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For France, no systematic assessment of extreme precipitation trends is yet available. Figure 7. They are the subject of particular attention and some studies suggest a recent intensification of these events. However, it is more difficult to translate these changes into floods, as they are highly subject to increasing anthropogenic impacts e. Figure 8. Percentage of the French metropolitan territory affected by agricultural drought each year. The criterion used here is the first decile of soil moisture over the period , based on re-analysis data. To characterize them, indicators are used.
Meteorological droughts are the easiest to describe and show disparate trends from one region to another, sometimes largely influenced by natural climate variability in Sahel or more recently in California for example. Recent trends in agricultural droughts are more difficult to assess in the absence of a global network of in situ measurements and despite progress in spatial observation. An alternative is to simulate the evolution of soil water content in response to observed variability in meteorological parameters.
If this pithy motto is still the subject of debate within the scientific community, the drying up of the Mediterranean basin and more generally a poleward expansion of arid and semi-arid zones seems inevitable. As a result, the contrast between the European North wettest and South driest is expected to increase, and some recent work even suggests that most numerical climate models underestimate the summer drying of the northern hemisphere mid-latitudes.
Weather Extremes and Climate Change
These models also indicate a relatively widespread intensification of heavy precipitation events in response to global warming, including in areas that will experience an average drying. The exceptions to this increase in extreme rainfall are mainly in subtropical regions. In the simulations, this intensification of heavy rainfall is all the more pronounced as the scenario of increasing greenhouse gas concentrations is high.
Also, the shorter the period of analysis of precipitation accumulation daily to hourly accumulations , the more frequent and intense heavy precipitation is projected to be. However, these numerical results should be considered with caution due to the limited horizontal resolution of most models and their simplified representation of the processes associated with these extreme events.
The expected intensification of the hydrological cycle in warmer climates also results in an increased risk of drought in many parts of the world, including some regions where the average annual precipitation increases during the 21st century. This is due both to an increase in the temporal variability of precipitation increase in the number of consecutive days without rain and to an increase in evapotranspiration evaporation of continental surfaces and transpiration from plants to the atmosphere.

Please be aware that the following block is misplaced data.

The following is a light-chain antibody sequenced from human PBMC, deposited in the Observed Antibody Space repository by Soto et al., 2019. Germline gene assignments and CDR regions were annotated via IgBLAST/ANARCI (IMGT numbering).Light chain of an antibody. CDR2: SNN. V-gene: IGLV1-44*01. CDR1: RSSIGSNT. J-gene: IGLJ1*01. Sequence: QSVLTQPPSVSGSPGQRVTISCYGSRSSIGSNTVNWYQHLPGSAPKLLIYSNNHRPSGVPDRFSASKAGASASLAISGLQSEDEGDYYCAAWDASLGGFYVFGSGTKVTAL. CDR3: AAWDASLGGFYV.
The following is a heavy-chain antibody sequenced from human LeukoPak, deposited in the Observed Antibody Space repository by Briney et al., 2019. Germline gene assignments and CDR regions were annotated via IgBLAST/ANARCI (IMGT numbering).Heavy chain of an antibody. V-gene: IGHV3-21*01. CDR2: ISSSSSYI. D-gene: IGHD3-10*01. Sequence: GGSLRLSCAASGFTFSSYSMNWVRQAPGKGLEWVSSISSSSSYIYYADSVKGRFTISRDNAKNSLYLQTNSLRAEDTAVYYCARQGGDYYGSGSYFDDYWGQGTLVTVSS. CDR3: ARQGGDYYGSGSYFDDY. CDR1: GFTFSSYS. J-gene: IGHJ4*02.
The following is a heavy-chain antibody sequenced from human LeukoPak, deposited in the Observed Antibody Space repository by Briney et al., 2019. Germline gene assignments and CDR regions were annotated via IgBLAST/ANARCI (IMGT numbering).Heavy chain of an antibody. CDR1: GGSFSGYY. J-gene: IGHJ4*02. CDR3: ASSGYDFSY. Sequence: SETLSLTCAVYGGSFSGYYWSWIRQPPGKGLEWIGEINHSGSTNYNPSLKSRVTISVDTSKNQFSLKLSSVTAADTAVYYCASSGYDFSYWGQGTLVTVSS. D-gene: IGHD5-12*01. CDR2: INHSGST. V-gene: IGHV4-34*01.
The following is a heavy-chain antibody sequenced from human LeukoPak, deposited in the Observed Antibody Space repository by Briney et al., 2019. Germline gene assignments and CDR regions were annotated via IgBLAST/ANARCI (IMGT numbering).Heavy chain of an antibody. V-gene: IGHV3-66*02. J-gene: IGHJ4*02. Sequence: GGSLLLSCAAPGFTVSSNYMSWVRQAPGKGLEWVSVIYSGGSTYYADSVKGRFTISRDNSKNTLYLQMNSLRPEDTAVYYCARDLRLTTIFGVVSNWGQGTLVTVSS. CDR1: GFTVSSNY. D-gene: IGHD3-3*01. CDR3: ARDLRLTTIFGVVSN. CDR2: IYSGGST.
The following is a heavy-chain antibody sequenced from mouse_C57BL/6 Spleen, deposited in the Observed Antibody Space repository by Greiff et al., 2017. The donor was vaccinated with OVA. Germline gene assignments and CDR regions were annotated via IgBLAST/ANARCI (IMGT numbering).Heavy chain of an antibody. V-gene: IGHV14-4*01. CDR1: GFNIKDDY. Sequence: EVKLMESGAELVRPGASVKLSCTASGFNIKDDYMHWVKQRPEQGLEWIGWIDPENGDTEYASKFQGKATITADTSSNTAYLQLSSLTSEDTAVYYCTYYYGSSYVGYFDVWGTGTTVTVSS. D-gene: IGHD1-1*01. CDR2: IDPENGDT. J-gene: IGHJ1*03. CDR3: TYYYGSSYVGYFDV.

In summary, global warming therefore affects both ends of the precipitation distribution, making both intense rainfall events and drought episodes more likely. Mediterranean-type climates around the Mediterranean, but also some regions of Australia, South Africa, or America are likely to be particularly affected by these hydrological changes, while more generally, a shift of arid zones towards mid-latitudes is expected. In France, a decrease in the quantity of water available in the soil is expected, as well as a decrease in the low levels of most rivers.
Tropical cyclones, also known as hurricanes in the Atlantic or typhoons in the Pacific , are by far the most devastating meteorological events , both in terms of their power and of the population affected read Tropical Cyclones: development and organization and Tropical Cyclones: impacts and risks. It was only since the s that a systematic observation of cyclones has been possible with the advent of satellites. Thus, any trend estimated over the entire 20th century is questionable Figure 9.
Figure 9. Annual number of tropical cyclones or hurricanes in the Atlantic categories 1 to 5 on the Saffir-Simpson scale , and of the strongest hurricanes categories 3 to 5 on the same scale. This mode of variability corresponds to an oscillation of sea surface temperature anomalies in the North Atlantic on a time scale of several decades. The decades that followed were marked by greater hurricane activity in the Atlantic Ocean, which is difficult to compare with the previous positive phase of the AMO due to the lack of quality data, particularly satellite data. Climate breakdown will create volatile social situations.
Large numbers of people could be forced to move within their countries and across borders — both near and far. Extreme environmental events and rapid change could also destabilise economies , leading to unemployment, pressure on resources, spiralling living costs and political and social unrest. Societies faced with economic insecurity, real or perceived competition for resources, pressured public services and rapid social and cultural change can quickly grow disaffected if faced with unresponsive politicians and no hope of change.
Our investigations have found that these groups are already exploiting the issue — with climate denial and climate conspiracies finding a welcome home in the ideology of both the populist right and the far right. The war-driven migrant crisis in showed how quickly and powerfully anti-immigrant feeling can distort and destabilise politics as we know it, surging far beyond any initial racial, religious and cultural friction.